August in Kentucky was always a special time of year when I was growing up. The waning days of summer meant squirrel season was about to open, and that hunting season in general was upon us. Many a morning was spent patrolling the woods around our farm, and many a fine meal resulted. Squirrel meat has been held in high regard by American diners since the days of Lewis and Clark. Even James Beard, in his classic “American Cookery”, wrote,
“Squirrel has been written about rapturously for years. And it has long been associated with elegant dining as well as with the simple food of the trapper and the nomad.”
Fast forward 30 or so years and squirrel season has once again taken a front-row seat. This time it is with my youngest son, Potroast. While he is passionate about chasing bushytails, he tends to be a bit too nomadic to do much harm to the local population. But, a few days ago I talked him into trying it my way and parking under a couple colossal hickory trees along our pasture edge. I pointed out the green cuttings littering the ground as proof that we were in a good spot. By morning’s end, he had four nice young grays in the bag, more than enough for a fine dinner. We headed home and employed the Will Brantley method of skinning our take, then quartered them up and placed them in a bowl of salted water in the refrigerator.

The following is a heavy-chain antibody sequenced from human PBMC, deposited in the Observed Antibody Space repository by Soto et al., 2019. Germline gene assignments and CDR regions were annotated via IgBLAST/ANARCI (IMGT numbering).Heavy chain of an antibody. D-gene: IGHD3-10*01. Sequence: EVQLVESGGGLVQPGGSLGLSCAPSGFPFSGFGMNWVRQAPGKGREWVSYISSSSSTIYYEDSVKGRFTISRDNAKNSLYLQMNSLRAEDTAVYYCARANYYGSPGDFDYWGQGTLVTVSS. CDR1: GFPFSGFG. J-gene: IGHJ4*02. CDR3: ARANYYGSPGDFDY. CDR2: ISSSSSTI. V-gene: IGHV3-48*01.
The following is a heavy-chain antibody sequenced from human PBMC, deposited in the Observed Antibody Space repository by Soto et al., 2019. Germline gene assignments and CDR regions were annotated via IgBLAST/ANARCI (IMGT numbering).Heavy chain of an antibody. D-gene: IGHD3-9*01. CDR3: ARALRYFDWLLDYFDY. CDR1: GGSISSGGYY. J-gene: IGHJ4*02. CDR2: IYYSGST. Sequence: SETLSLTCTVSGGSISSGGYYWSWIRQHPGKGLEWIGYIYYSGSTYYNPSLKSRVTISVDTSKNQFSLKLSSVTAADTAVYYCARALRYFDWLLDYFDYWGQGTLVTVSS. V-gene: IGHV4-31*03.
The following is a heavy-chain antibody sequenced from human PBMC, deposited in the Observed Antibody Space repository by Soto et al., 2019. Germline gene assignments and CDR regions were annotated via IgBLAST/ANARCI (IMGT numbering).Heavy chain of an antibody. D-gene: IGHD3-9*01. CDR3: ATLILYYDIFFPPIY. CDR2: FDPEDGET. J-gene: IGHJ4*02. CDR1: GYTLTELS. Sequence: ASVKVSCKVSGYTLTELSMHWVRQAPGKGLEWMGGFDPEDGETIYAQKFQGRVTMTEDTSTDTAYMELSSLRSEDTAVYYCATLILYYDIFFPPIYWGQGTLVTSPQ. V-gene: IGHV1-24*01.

That evening, I rinsed the squirrels well and replaced the salt water with enough buttermilk to cover the squirrel pieces. Back into the fridge for another hour or so and they were ready to fry for dinner.